That worked for a while, until Connie was thrown out of the galley and across the cabin landing on the edge of the chart table. I remember lying in the pilot berth and being suddenly awakened by the painful sounds of Connie’s moans as she gripped her side. Flying out the berth to be at her side all visions of horror surfaced. She was obviously injured. Trying to make her comfortable inside a tumbler i.e. the boat was not easy. There was no easy place for her to escape the pain. It became obvious that she had either cracked or broken a rib. Try doing the same and living in a car driving over a logging road in the Walbran. Now you have a picture of how difficult it would be finding a place to stop the pain. It took 10 days for her to get to the point where she could find a position to lie in that would stop the pain. A brave girl but with no alternatives it was a matter of lots of ibuprofen and gritting teeth an experience not to be repeated.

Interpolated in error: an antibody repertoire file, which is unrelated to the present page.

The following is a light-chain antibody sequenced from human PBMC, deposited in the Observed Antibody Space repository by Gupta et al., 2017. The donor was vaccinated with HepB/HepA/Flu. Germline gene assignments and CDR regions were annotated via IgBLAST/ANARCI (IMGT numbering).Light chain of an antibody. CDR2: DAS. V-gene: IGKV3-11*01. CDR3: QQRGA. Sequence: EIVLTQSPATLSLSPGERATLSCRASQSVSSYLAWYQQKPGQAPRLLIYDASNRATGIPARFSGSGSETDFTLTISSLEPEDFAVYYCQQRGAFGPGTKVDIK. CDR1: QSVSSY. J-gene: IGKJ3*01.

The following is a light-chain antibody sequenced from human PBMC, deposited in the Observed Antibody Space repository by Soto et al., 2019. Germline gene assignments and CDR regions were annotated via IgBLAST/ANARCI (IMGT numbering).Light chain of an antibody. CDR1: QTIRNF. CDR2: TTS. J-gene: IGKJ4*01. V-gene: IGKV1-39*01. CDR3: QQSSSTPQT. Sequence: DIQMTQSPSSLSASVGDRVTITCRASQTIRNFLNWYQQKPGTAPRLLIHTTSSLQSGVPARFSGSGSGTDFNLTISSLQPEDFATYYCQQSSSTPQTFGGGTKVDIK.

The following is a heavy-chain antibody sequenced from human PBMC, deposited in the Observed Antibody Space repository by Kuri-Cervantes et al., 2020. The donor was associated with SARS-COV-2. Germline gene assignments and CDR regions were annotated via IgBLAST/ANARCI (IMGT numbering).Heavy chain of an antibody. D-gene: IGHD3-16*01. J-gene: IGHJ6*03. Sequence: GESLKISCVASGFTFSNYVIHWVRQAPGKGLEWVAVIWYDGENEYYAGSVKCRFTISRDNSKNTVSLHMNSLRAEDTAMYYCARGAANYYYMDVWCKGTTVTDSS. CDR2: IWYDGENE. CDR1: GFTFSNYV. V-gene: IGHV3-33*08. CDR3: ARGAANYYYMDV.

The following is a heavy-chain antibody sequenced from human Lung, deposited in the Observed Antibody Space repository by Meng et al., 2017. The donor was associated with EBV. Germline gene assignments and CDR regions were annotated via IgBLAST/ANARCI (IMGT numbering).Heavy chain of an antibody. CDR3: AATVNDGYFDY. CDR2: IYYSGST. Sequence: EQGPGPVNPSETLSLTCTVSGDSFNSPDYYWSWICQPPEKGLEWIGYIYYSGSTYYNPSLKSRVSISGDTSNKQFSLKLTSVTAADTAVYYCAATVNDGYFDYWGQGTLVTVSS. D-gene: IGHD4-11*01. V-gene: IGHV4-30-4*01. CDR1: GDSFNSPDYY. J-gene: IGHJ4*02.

Conditions were improving; more movement of wind and seas to the northeast. Seas were still boisterous, we were still focused on getting by with basics, dinners were made

Celebrating our halfway point with a sit down dinner

and our celebratory moments were being recognized. Yes, we had pre-determined moments to celebrate just like any great project. Important to have milestones and milestones we created just to make us feel good. They comprised things like passing the point in maximum point of longitude of our previous attempts to make it to Hawaii, passing the ½ way or ¾

3/4s of the way again

point  of the voyage and always noting when a significant change would happen in number of miles left to travel and then of course sighting land.